Images flash through my mind. The first is from the birthing recovery room, where I watch Valerie tenderly nurse Erik, just minutes after his birth. The nurse bends over close to my son, looks carefully at his head, and then points out that his ear is misshapen and that there’s no ear canal. At that moment, the roller-coaster ride began.
Another image takes its place. It’s March 1994, and I’m sitting on the basement floor with Erik. He’s playing with Legos, and the room is cool and dark. He’s in third grade, and he’s been having a rough year at school. When I ask how things are going for him, he tells me that he hates school and sometimes wishes he were dead. His words chill me.
I see other moments and images — Erik examining a dandelion in right field while a baseball flies over his head, Erik accepting a state award for scoring so well on so many AP tests, Erik hunched over a computer keyboard after staying up all night debating online with fundamentalist Christians, Erik taping the frame of his broken glasses with silver-gray duct tape, Erik calling me from school to tell me that his eighth-grade teacher just announced that a classmate and friend had committed suicide, Erik reading a thick science fiction novel while walking outside, Erik adding a fourth scoop of chocolate ice cream to his already overflowing bowl.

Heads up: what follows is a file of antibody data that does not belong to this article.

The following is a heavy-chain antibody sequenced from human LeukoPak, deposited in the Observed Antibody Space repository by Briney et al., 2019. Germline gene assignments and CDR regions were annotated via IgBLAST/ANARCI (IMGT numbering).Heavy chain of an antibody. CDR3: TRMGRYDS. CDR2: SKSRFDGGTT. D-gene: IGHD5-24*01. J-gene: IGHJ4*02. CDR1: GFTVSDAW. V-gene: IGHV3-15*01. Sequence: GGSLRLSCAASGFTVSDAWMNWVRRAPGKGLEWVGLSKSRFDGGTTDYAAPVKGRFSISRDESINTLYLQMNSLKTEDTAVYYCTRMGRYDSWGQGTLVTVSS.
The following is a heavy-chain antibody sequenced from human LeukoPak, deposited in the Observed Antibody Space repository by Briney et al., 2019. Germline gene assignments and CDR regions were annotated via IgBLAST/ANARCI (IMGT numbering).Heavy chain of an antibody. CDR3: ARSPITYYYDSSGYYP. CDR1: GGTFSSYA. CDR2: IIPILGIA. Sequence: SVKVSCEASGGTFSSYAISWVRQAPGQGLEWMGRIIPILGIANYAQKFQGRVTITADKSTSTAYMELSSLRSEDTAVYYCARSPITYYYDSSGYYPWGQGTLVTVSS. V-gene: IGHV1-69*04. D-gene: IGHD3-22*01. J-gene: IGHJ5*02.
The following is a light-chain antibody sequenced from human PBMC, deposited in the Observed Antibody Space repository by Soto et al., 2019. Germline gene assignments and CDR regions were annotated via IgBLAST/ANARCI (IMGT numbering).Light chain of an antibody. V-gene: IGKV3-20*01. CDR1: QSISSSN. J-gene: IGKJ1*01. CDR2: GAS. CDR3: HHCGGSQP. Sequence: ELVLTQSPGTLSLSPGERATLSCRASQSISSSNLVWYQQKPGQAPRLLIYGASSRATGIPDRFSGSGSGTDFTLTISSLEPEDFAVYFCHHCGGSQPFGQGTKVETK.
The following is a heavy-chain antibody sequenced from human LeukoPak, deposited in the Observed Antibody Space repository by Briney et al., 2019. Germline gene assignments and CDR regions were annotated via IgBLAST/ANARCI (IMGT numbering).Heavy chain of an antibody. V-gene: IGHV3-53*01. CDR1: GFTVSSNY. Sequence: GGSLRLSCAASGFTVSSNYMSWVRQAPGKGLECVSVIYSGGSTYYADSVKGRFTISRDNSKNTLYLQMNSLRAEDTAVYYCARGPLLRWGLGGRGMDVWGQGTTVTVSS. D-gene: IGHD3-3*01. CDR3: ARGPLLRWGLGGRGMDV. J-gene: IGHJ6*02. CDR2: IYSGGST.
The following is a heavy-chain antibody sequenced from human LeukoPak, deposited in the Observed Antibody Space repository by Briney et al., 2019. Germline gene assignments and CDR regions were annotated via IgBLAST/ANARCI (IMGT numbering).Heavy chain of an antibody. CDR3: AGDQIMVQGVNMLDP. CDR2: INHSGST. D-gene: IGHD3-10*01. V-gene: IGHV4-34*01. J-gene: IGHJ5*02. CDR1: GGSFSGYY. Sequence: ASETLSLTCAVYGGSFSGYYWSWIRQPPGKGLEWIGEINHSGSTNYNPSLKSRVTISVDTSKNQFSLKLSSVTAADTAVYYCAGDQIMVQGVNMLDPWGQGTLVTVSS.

All these moments start swirling together, and I feel that I could drop down at any point in this whirlpool to pluck out a memory of Erik. And while each individual memory may have been full of pain or joy at the time it happened, it is now just one drop in the ocean of my life with Erik. Standing in the field at Reed College, with wet cheeks and a runny nose, I wonder if this is a foretaste of that moment at the point of death when my whole life will pass before my eyes and I’ll finally understand how it all fits together.